Happy Hour | Beer 101: Saisons for Summer

By Kathleen Slauzis, Craft Beer Enthusiast

As temperatures rise there is nothing like opening a bottle or can of beer to cool you off. Whether it is enjoyed at a baseball game or at a friend’s cookout, beer is at the top of the leader boards when it comes to adult beverages any season, especially in the summer.

A big question for beer drinkers looking to move away from “Big Beer” is how does one start this journey to discover great craft beer? Another would be why should I drink craft beer? The answers to both of those will be found right here.  Our hopes are many: to share the many great finds and tastes of craft beer, that our passionate inspires you to try new brew, to show you where to find it, and that the answer as to why to drink craft beer is answered as soon as you take your first sip.

So, let’s pop open a bottle and get this summer series of beer started.

For me, beer has seasonality in its flavor. Craft beer comes in many different styles and within those styles there are so many different combinations and flavors that a brewer uses to make their beer stand out.  When I think of drinking beer in the summer, I think of something I can drink of a lot of, most of the time with a low ABV (alcohol by volume), and something light in taste but full of flavor.

The first style up to the plate in this summer series is a saison (which means season in French). These are also known as a farmhouse ales or biere de garde.  This style of beer is available year round, however it is something I drink most frequently as a transitional beer as winter turns into spring and onto the beginning of summer.  As you might guess by the variety of names there is a wide variety within the saisons style; generally, though, they are distinguished by their light to amber color, sweet smell, and usually a mildly spiced taste.

I love all different types of saisons but I started out with two Belgian style farmhouse ales and one French style country ale which is also a farmhouse ale/biere de garde.  Personally I think these are a great starting ground for someone who is just starting in craft beer and wanting to try a new style. Belgian style beers, in my experience, taste smoother and creamer. There isn’t a distinct bite like a pale or india pale ale.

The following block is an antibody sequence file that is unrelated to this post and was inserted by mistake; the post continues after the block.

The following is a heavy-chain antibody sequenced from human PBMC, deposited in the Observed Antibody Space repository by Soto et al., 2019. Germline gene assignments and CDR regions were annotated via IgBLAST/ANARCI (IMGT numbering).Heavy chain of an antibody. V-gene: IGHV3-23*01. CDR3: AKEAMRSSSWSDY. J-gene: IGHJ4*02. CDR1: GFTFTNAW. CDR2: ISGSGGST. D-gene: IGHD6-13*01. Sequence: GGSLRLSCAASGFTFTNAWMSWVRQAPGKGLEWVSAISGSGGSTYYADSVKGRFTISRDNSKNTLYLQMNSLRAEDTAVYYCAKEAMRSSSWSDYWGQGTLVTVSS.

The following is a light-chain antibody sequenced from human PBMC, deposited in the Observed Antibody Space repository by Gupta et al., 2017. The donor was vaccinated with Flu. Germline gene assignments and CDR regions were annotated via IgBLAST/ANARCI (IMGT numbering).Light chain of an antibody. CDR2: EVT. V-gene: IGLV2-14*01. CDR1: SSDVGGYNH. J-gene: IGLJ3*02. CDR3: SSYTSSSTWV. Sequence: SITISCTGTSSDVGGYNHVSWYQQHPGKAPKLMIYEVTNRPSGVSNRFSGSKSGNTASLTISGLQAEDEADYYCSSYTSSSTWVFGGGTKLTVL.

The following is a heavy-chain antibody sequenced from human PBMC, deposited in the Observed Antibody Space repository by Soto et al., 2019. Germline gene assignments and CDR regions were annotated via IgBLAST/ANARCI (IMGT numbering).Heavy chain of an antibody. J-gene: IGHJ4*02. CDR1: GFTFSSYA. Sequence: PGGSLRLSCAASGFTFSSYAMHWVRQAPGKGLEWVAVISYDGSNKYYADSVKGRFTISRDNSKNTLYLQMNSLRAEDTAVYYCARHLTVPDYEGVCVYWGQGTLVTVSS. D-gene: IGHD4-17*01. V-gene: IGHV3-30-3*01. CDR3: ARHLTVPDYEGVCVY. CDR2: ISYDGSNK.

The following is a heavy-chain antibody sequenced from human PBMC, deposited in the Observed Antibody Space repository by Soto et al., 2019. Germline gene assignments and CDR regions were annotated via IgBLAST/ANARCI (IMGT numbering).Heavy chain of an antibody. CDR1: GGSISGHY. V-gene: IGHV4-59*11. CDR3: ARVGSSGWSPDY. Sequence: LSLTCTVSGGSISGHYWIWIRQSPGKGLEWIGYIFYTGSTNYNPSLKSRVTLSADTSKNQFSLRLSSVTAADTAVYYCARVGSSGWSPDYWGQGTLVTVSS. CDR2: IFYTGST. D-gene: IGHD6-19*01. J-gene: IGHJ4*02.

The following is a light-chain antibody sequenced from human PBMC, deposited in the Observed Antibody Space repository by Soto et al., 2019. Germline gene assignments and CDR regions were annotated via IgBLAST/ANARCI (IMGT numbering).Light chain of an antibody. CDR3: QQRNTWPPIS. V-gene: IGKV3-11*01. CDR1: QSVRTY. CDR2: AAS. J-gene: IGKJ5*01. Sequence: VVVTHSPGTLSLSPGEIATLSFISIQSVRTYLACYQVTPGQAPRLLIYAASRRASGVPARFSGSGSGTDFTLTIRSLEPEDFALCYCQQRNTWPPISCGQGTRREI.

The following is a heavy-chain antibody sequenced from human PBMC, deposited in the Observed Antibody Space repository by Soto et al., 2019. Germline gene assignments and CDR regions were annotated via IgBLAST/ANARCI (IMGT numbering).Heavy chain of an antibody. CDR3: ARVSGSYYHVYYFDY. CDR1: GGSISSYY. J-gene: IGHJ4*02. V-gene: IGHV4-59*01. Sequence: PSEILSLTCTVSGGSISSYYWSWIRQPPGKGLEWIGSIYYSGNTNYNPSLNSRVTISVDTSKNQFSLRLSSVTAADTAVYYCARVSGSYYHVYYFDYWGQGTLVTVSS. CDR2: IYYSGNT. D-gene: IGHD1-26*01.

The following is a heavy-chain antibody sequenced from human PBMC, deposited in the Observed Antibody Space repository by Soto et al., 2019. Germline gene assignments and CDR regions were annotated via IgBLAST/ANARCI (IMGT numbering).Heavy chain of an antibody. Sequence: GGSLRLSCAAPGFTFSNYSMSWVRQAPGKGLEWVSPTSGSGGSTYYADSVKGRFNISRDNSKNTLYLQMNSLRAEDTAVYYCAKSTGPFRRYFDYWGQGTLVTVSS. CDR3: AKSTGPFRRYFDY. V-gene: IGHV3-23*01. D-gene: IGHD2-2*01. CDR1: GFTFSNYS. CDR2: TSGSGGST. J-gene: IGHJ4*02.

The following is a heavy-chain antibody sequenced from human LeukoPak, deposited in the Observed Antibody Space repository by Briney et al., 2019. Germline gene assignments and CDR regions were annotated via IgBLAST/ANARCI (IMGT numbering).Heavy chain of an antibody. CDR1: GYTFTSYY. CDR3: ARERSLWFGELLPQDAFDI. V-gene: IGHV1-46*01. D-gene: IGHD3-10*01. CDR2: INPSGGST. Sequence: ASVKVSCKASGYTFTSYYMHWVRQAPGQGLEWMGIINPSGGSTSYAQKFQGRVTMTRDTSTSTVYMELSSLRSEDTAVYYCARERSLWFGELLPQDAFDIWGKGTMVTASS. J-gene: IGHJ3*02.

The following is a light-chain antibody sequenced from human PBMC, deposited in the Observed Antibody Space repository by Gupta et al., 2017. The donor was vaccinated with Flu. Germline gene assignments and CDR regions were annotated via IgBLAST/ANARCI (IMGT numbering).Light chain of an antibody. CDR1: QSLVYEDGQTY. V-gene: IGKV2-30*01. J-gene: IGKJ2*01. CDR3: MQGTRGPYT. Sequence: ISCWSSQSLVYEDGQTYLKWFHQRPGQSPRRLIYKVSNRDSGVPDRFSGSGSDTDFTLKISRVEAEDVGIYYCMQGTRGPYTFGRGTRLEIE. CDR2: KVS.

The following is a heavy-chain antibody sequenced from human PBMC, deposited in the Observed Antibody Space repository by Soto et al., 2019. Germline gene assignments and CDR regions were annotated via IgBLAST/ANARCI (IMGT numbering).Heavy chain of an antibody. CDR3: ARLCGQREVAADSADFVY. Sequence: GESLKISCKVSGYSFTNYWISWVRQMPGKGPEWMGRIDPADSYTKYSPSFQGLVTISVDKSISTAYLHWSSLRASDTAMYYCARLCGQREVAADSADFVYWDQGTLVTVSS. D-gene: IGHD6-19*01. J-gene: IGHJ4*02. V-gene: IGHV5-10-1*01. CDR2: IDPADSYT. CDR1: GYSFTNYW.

Great Divide Brewing

Beginning with a light farmhouse ale, Great Divide’s Colette is a slightly hazy golden colored brew. It smells a little sweet and has a slight fruity taste, but ends up finishing dry. It doesn’t leave your mouth coated with syrupy flavor. It is a little fuller in taste than many light lager fans are used to but it is such a better way to quench your thirst.

Boulevard Brewing Co.

Sticking with the lighter side of saison/farmhouse ales, my next beer is Boulevard Brewing Co.’s Tank 7. Tank 7 is a lighter gold color than the Colette, still that signature light touch of fruitiness and a little bit of a dry finish. Coming out of Kansas City, Mo., Boulevard Brewing Co.’s Tank 7 is a must try when it comes to this style of beer.

Two Brothers Brewing Co.

This last beer is for drinkers who are used to amber colored beer. For those who like that little bit of toasty, caramel flavor in their mouth, I bring you Two Brothers Brewing Co.’s Domaine DuPage – French Style Country Ale.  Not too heavy to drink, great paired with almost any kind of food, and leaves your mouth refreshed at the end with its slight hop finish.

For your own grand slam in saisons, Great Divide and Boulevard Brewing Co.’s beers are available in 20+ states.

Twinkle's Kitchen

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Kathleen Slauzis is a craft beer enthusiast from Indianapolis, IN. She has been learning the ins and outs of the beer and the brewing business for the past four years. You can also find her work on http://IndianaBeer.com/ where she focuses on local craft breweries and follow her on Twitter as @KJLSlauzis.

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